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Iran, Islamic Republic of

Weekly Wire: the Global Forum

Kalliope Kokolis's picture

These are some of the views and reports relevant to our readers that caught our attention this week.

One
The Promising Game-Changers in Global Development: Social Innovators

“Turning on a light, warming a house, and using an appliance are activities that most of us take for granted. But in many parts of the developing world, access to electricity is scarce. Enter “sOccket,” a soccer ball that harnesses the kinetic energy of play to generate electricity. When kicked, it creates energy that can be stored and then used later to charge a battery, sterilize water or light a room.

SOccket has received a lot of attention recently – from the likes of Aneesh Chopra, the first White House chief technology officer, to former President Bill Clinton, who called sOccket “quite extraordinary.” The attention isn’t surprising – the invention is clever, it’s creative, it’s relatively cheap, and it takes on one of the biggest challenges in the developing world.”  READ MORE

#3: It's About Dignity and Poverty, Not About Facebook

Anne-Katrin Arnold's picture

Our Top Ten Blog Posts by Readership in 2011

Originally published on February 8, 2011

Frank Rich, op-ed columnist at the New York Times, made a very important point this week: Revolutions are not about Facebook and Twitter. Revolutions are about human dignity and hunger. It seems that a few journalists are trying to push the (mainstream) media's fascination with the role of (social) media in Egypt, Tunisia, and Iran toward a more realistic point of view. After a prime-time CNN talking head stated that social media are the most fascinating thing about the events in Egypt (!), some senior journalists seem to have had it with the ICT hype. Rich tries to pull attention to why people rise up against their government: "starting with the issues of human dignity and crushing poverty."

Measuring Public Opinion in Challenging Contexts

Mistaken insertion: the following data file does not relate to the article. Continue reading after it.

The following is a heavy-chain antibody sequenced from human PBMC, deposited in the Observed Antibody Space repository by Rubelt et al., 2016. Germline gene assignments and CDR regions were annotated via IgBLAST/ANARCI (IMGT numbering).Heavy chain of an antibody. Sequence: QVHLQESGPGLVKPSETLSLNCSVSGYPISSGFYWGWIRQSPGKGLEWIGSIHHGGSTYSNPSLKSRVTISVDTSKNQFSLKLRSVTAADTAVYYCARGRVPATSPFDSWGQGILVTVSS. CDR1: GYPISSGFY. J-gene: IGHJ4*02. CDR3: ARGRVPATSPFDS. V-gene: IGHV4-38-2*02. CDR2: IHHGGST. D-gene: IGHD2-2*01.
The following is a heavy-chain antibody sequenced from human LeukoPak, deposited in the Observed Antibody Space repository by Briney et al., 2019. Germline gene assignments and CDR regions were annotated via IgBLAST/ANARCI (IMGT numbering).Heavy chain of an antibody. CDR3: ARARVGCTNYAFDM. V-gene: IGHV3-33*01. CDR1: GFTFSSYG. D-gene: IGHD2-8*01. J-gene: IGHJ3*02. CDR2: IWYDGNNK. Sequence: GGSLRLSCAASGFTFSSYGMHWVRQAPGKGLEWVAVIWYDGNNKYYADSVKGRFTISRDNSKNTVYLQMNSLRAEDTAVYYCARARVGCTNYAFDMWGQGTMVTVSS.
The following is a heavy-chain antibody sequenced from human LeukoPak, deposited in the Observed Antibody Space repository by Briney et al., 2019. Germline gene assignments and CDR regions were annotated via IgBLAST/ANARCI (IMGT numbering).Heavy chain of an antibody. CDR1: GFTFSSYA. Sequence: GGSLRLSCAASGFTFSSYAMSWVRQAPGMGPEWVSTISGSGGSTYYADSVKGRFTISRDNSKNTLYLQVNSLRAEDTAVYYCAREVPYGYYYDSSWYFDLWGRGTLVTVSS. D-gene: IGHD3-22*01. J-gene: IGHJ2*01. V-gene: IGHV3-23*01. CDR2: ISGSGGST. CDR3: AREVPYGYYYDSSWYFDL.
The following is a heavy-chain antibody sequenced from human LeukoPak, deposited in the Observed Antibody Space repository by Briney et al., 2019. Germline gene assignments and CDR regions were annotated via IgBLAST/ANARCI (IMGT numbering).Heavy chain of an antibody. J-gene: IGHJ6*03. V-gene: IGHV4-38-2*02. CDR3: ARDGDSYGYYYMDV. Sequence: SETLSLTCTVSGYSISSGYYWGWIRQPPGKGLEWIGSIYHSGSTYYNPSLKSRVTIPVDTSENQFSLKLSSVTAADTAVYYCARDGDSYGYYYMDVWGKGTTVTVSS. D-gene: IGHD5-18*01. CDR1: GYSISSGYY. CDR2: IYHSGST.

Anne-Katrin Arnold's picture

As we have discussed in other blog posts, public opinion is particularly important in countries with weak institutions of governance and accountability. Especially in fragile and conflict states, it can lend legitimacy to the government, help creating a national identity, and support governance reform. Unfortunately, public opinion is particularly hard to measure in those societies where it could be most important.

Benchmarking Expectations: Pre-Election Polling and Accountability

Taeku Lee's picture

The on-going controversy around the presidential election result in Iran raises an important curiosity.  It is clear at the present moment that the official results have defied expectations and dashed hopes for many.  From the standpoint of political accountability, there are at least two important questions that arise.  First, where do these expectations and hopes come from?  Perceptions that the election was "stolen" must be based in some sense of a range of plausible outcomes, and the declared 63% to 34% split clearly fell out of this range for Moussavi supporters and comfortably within this range for Ahmadinejad supporters.  The problem of conflicting pre-election expectations is an old one, rooted in what social scientists often call "homophily."  Where we stand is often determined by where we sit, and we tend to sit in deeply embedded and entrenched social information networks amongst others who are very much like us in body, mind, and spirit.  Those in the Ahmadinejad camp most likely set their expectations in the company of other Ahmadinejad supporters and those in the Moussavi camp most likely set their expectations in the company of fellows who championed Moussavi's cause.